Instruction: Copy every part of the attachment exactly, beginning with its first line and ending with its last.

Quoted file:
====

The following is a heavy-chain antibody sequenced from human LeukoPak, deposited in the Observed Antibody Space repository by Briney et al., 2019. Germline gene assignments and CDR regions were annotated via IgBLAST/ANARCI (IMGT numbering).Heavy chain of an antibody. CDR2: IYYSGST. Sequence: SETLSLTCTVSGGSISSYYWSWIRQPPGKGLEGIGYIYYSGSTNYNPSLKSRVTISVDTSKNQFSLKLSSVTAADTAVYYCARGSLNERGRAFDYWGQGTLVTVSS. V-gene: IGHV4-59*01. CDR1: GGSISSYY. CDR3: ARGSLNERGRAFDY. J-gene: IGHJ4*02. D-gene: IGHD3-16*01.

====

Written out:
The following is a heavy-chain antibody sequenced from human LeukoPak, deposited in the Observed Antibody Space repository by Briney et al., 2019. Germline gene assignments and CDR regions were annotated via IgBLAST/ANARCI (IMGT numbering).Heavy chain of an antibody. CDR2: IYYSGST. Sequence: SETLSLTCTVSGGSISSYYWSWIRQPPGKGLEGIGYIYYSGSTNYNPSLKSRVTISVDTSKNQFSLKLSSVTAADTAVYYCARGSLNERGRAFDYWGQGTLVTVSS. V-gene: IGHV4-59*01. CDR1: GGSISSYY. CDR3: ARGSLNERGRAFDY. J-gene: IGHJ4*02. D-gene: IGHD3-16*01.